How to Prune Hydrangeas

The Ultimate Guide to Pruning Hydrangeas so You Get More Blooms

Part of our Hydrangea Growing Guide by Daniel Woodley at DIY Gardening

If you’re new to growing hydrangeas or you’re an old hand that’s come across an issue with pruning, let us help you master this process with our easy-follow guide.

The good news is that if you follow the steps in this guide, your hydrangea will grow strong, healthy and full of colourful blooms each and every year.

We’ve already covered why hydrangeas don’t flower, but as pruning mishaps are the number one reason, we felt it was time to create an entire guide to pruning.

Danny Woodley

Daniel Woodley

Find Out Which Hydrangea You Have

Some hydrangeas perform best when pruned lightly and won’t tolerate pruning mishaps; they may even refuse to produce any blooms until the following year. Others prefer aggressive pruning and can look leggy and sparse unless pruned hard.

Don’t worry if this all sounds confusing; our guide is easy to follow and guarantees success.

Hydrangeas can be split into five categories, and they are all pruned differently:

Hydrangea Macrophylla – also known as the “big leaf” variety. There are three types of macrophylla; lacecaps, mopheads and mountains.

Oakleaf – the only hydrangea that produces leaves similar in shape to oak leaves, just bigger.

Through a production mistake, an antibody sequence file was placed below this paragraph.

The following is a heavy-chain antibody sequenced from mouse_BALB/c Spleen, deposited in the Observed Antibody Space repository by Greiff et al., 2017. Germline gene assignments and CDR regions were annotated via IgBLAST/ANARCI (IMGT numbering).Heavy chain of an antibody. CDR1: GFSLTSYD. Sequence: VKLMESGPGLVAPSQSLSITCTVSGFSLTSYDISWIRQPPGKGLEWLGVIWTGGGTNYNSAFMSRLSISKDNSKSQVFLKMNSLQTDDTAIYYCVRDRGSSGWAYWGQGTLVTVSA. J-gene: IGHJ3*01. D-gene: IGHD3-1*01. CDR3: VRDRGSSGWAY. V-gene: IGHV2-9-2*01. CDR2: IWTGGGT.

Paniculata – long panicles containing clusters of flowers make this hydrangea distinct and easy to identify.

Aborescens – large leaves and large globe-like flowers make this hydrangea stand out from the crowd.

Climbing – the only hydrangea to climb, and it can reach 20 metres. It produces small clusters of lacecap flowers, usually white.

Here are some photos to help you identify your hydrangea:

Free hydrangea photos

Hydrangea macrophylla mophead

Hydrangea lacecap

Hydrangea macrophylla lacecap

Mountain hydrangea

Mountain hydrangea

White hydrangea paniculata flowering

Hydrangea paniculata

Large globe containing small overlapping petals

Hydrangea aborescens

Aborescens from a wider angle

Aborescens from a wider angle

Oakleaf hydrangea

Oakleaf hydrangea

oak leaf hydrangea leaves

Oak leaf hydrangea leaves closeup

Climbing hydrangea flower

Climbing hydrangea

How to Prune Hydrangeas

Before you read our guide to pruning hydrangeas, it’s important to understand that some species will produce blooms via buds that formed the previous year.